Later today I’ll be posting the results of a study regarding the heritability of bleeding, a report from one of the panelists.

  5. Thank you for the report, Teresa. I’m a biologist so I looked up clenbuterol on PubMed. The result tells me medication a complicated issue with a simple solution.

    Vets and trainers are focused on the short term issue of helping THIS horse run its best without bleeding. If drugs help with that it’s humane to use them. The owner, trainer and vet are all happy with the result for THIS horse. That makes sense (and money) in the short term.

    Unfortunately, what’s good for THIS horse is bad for racing and bad for the Thoroughbred long term. The trainer arguments can be countered by looking at how often horses raced in the seventies (before Lasix, for one). Theresa is going to give us the story on the heritability of bleeding – very heritable. But that’s not all: treatments have side effects. Clenbuterol in particular has side effects that counteract the improvements in breathing it may produce as a bronchodilator. The short version is that it reduces aerobic performance, can affect the heart, and acts to reduce fat and add muscle (like an anabolic steroid). For the technically inclined I added a few references on therapeutic use of Clenbuterol. The Chemical Horse may not be what we hoped for or expected.

    The simple solution is to stop race day medication and return to natural racing as the new normal. Let’s treat horses if they are sick, not as “therapy” to keep bleeders racing to the detriment of the breed (today a horse is sick if it can be chemically enhanced). We’ll probably get closer to the old Iron Horse.


    Clenbuterol diminishes aerobic performance in horses.
    Kearns CF, McKeever KH.
    Med Sci Sports Exerc. 2002 Dec;34(12):1976-85.

    “These data suggest that the combined effect of therapeutic levels of clenbuterol and training decrease aerobic performance and that the resultant reduction in plasma volume may affect improvements in cardiovascular function during recovery normally seen with exercise training.”

    Chronic clenbuterol administration negatively alters cardiac function.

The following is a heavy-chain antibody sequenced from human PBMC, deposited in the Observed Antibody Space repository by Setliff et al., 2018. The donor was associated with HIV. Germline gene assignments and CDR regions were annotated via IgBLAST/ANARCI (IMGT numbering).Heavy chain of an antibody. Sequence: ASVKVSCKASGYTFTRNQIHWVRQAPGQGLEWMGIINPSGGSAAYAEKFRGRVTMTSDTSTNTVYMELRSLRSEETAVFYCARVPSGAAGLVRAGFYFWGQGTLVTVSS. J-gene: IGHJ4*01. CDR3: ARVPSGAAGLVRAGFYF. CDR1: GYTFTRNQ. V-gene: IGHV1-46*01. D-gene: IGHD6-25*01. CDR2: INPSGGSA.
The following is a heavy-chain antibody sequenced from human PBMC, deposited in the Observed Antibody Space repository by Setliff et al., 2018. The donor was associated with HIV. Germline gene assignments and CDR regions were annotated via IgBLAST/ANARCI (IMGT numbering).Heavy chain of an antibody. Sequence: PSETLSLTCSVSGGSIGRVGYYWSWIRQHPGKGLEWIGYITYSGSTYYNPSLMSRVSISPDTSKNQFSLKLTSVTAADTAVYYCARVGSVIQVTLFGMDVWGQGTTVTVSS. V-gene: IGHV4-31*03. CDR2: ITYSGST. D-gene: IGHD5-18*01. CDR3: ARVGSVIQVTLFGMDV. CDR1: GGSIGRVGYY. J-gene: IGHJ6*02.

Sleeper MM, Kearns CF, McKeever KH
    Med Sci Sports Exerc. 2002 Apr;34(4):643-50.

    Clenbuterol also reduces fat and adds muscle. It is on the banned list for the Olympics. It has the same effect on horses. (Chronic administration of therapeutic levels of clenbuterol acts as a repartitioning agent. CHARLES F. KEARNS,1 KENNETH H. MCKEEVER,1 KARYN MALINOWSKI,1 MAGGIE B. STRUCK,1 AND TAKASHI ABE2)

    You can search PubMed for more.

  6. Teresa,

    I really enjoy reading your take on the panelists’ spoken thoughts; very discriminating and thoroughly journalistic. Thanks again for the ringside seat.

    And, Brigitte. Thank you for lending your expertise to the subject. I hope you’re professionally involved in horseracing, for your understanding of this issue and your obvious sympathies for the animals’ wellbeing are seldom heard with such clinical eloquence.

    Excellent posting, Teresa!

  7. This was a discussion on ‘training’ bleeders? All I see is a list of medication/drug choices. Sad to see that is what ‘training’ has become.

    Nowhere do I see anyone mention increased aerobic exercise further than 2 miles in an effort to build capillary density. Nowhere do I see a mention of improved warm-up prior to a breeze or race in an effort to pre-stretch capillary walls (the sites at which EIPH occurs).

    Even Mr. Motion disappoints with his practice of throwing all 2 year olds on Lasix as a preventative measure.

    Horses or people, it’s all the same – every drug has adverse side effects. In our race to keep bleeders running we use drugs that leach vital nutrients away from their bones, increasing equine fragility.

    Kudos to Mr. Mandella seeing the link between pulling water and dehydration, noting that the immortal John Henry did just fine without being deprived of water before a race.

    Even when controlling for surface, US Lasix-addled turf horses breakdown 300% more often than others. Ridiculous.


  8. Teresa, Superb report on this crucial issue. 66% of the respondents to the Paulick survey indicated nothing will change as a result of this summit.

    Racing needs leadership following the NBA, NHL, MLBB and NFL model.

    This leader cannot be a horseman.

  9. I’ll write more about this in a day or two, but I went into this summit with little prior knowledge and no prior opinion, and I have to say that I didn’t hear anything that convinced me, from a practice or health viewpoint, that furosemide should be banned in this country.

    I learned a lot, and hope to learn more, and certainly accept that there are elements to the topic that weren’t discussed last Monday. But based on Monday’s information, I’m not sure why the U.S. would change its current practice.

    As I said, more on that soon, I hope tomorrow.

  10. Teresa, thanks for the clarification on the bleeders. Sounds like a more complex issue than I first thought, but more conditioning, as Bill suggested, might be helpful rather than just relying on medication.